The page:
At New York Methodist Hospital, a New Treatment Targets Prostate Cancer
Dec 11, 2015
A new treatment offered by radiation oncologists at New York Methodist Hospital (NYM) is helping to extend and improve the lives of patients living with an advanced stage of metastatic prostate cancer. The therapy, called radium-223 dichloride, is administered once a month for six months on an outpatient basis with a simple injection, and specifically targets and kills cancer cells that have metastasized to a patient's bones while minimizing harm to healthy tissue. NYM is currently the only hospital in Brooklyn to offer the therapy.
"When prostate cancer metastasizes (spreads), it is most commonly to the bones," said Hani Ashamalla, M.D., chairman of radiation oncology at New York Methodist. "This is not only a very serious stage of the disease, but it can also be painful, with symptoms that severely impact a patient's quality of life. As prostate cancer growth is often driven by male sex hormones, the standard course of action is hormone therapy, but bone cancer cells sometimes prove resistant. Now, thanks to radium-223 therapy, patients at this stage of the disease have not run out of effective options."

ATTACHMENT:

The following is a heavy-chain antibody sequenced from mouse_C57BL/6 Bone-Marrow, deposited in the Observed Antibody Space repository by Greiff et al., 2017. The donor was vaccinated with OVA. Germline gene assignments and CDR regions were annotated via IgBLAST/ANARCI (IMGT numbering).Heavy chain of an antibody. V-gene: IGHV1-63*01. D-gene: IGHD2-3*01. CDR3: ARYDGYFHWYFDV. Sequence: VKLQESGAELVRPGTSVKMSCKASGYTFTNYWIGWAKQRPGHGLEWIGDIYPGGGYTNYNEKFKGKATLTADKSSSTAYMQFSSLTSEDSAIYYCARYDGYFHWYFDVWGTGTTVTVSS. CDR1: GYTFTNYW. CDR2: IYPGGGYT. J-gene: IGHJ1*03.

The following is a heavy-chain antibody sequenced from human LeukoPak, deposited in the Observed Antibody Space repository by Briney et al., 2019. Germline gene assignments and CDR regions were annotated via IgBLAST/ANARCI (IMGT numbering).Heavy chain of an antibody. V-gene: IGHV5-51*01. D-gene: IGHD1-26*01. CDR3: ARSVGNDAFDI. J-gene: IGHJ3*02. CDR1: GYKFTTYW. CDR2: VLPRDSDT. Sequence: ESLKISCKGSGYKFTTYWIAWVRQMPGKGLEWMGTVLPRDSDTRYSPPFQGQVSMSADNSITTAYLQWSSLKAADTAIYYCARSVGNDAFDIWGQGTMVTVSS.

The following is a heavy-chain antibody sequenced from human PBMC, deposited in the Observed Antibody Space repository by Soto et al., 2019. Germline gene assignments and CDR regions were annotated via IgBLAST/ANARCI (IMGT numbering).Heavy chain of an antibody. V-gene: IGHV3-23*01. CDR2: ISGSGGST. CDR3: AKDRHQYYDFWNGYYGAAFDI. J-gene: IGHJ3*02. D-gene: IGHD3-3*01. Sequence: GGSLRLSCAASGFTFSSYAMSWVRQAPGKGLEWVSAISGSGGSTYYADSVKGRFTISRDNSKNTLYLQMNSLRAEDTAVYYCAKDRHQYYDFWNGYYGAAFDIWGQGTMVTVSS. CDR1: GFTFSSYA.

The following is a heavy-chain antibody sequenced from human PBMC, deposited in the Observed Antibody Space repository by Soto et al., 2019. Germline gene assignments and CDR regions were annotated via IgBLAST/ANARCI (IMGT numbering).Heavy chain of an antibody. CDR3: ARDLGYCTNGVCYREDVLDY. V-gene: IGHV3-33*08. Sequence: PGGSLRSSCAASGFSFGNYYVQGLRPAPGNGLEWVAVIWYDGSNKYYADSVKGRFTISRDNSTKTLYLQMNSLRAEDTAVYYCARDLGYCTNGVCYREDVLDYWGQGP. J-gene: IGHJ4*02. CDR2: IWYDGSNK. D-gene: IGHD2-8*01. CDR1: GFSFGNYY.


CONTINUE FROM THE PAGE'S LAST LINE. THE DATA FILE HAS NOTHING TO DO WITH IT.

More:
Radium-223 is a powerful radioactive isotope that, like all radiotherapy treatments for cancer (such as external beam radiotherapy and brachytherapy), takes advantage of radiation's ability to kill cancer cells. Radium-223's chemical properties allow it to specifically target cancer in the bones and then quickly disappear from the body. Many patients who have undergone this therapy are not only living longer, but are also experiencing considerable relief from pain caused by metastatic prostate cancer.
"Combined with other treatments for metastatic prostate cancer that are available at NYM, radium-223 therapy packs an additional punch that can help our patients live longer, and live better, too," said Ivan Grunberger, M.D., chief of urology at New York Methodist.
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